Staples teens fight to bring Ed Milton back to campus

Staples students start a petition to try to get student outreach counselor Ed Milton back at Staples after he was released by the Town of Westport. The petition now has well over 360 signatures after one week and is flooded with comments from the Staples community begging for his return.

Photo by Reilly Caldwell '20

Staples students start a petition to try to get student outreach counselor Ed Milton back at Staples after he was released by the Town of Westport. The petition now has well over 360 signatures after one week and is flooded with comments from the Staples community begging for his return.

Reilly Caldwell '20, Features Editor

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Staples students started a petition that has since received over 360 signatures to reinstate Teen Awareness Group advisor and student outreach counselor Ed Milton after he was released by the Town of Westport.

Students both involved and not involved in TAG attended the Board of Education (BOE) meeting on Oct. 7. Many spoke and told their stories in an attempt to convince the Board to bring Milton back to Staples.
“A lot of [students] didn’t get closure; he was just gone,” executive member of TAG Ali Feder ’20 said. “It’s like having a therapist and all of a sudden you can’t see your therapist ever again… You build a trust…It’s not about replacing it. It’s about having a support system that was built into the school system and now it’s gone.”

Students first gathered at the BOE meeting Sept. 23 where co-president of TAG spoke to inform the Board of how Milton impacted the lives of many Staples students.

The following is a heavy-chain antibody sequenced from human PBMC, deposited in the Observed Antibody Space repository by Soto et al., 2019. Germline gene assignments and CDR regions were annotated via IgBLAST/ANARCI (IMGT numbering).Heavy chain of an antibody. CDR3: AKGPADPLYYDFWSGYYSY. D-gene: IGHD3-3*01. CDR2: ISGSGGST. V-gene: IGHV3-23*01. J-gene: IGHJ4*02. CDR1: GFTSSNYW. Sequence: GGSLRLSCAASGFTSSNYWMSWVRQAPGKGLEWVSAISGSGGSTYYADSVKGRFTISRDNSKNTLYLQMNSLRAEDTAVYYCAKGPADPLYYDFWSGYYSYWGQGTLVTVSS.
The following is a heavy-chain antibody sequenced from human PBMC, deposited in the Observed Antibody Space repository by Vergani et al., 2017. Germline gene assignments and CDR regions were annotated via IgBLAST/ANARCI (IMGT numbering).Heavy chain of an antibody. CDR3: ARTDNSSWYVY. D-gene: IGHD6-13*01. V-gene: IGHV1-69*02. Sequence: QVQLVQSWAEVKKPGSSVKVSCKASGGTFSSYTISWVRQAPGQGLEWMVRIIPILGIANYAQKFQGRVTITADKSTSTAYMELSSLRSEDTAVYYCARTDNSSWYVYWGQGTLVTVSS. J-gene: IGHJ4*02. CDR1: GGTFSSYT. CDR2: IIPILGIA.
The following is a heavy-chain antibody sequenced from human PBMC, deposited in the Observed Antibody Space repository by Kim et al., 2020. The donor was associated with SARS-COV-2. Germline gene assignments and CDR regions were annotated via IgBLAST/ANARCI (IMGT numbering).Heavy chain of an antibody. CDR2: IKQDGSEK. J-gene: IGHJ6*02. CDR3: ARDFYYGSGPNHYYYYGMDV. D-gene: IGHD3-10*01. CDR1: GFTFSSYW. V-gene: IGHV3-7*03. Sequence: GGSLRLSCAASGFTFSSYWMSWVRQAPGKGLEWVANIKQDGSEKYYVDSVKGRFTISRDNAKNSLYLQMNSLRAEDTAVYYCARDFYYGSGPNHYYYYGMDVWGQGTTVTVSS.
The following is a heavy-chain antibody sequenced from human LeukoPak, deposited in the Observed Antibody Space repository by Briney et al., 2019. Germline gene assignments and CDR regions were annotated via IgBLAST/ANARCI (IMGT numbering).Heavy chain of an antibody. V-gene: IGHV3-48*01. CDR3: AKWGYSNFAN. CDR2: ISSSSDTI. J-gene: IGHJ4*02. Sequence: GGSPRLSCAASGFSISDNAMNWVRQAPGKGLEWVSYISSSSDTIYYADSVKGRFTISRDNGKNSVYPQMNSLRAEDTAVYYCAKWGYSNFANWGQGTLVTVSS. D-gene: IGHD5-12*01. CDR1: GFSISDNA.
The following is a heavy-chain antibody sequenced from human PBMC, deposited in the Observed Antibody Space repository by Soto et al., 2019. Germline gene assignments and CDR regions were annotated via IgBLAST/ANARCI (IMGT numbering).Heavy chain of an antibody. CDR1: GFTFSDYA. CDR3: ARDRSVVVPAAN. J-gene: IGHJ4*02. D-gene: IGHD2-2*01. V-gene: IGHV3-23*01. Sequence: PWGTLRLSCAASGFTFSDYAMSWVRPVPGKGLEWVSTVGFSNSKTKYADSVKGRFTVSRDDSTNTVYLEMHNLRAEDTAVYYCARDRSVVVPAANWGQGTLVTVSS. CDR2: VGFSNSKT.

“[Milton] was like a guidance counselor that wasn’t required to report anything you say…” Hood said. “He was just a person to talk to and that’s why people liked him so much…He was like a friend to talk to in school.”

Before taking matters to the BOE and the Town of Westport, students passed around the online petition through social media.

“Anybody who signed the petition is doing what’s best for the student body as a whole,” Hood said. “I think people really need to think non-selfishly and compassionately about the students out there who need him.”

I think people really need to think non-selfishly and compassionately about the students out there who need him”

— Karalyn Hood ’20

Milton was dismissed by the Town of Westport earlier this school year. His office has been locked since the first few days of classes.

“If [you] never had the privilege to share a moment with Ed [Milton] he was a massive source of help for many people” Sam Seideman ’21 said. “Every signature helps those people and gives others the chance to share a moment with him.”

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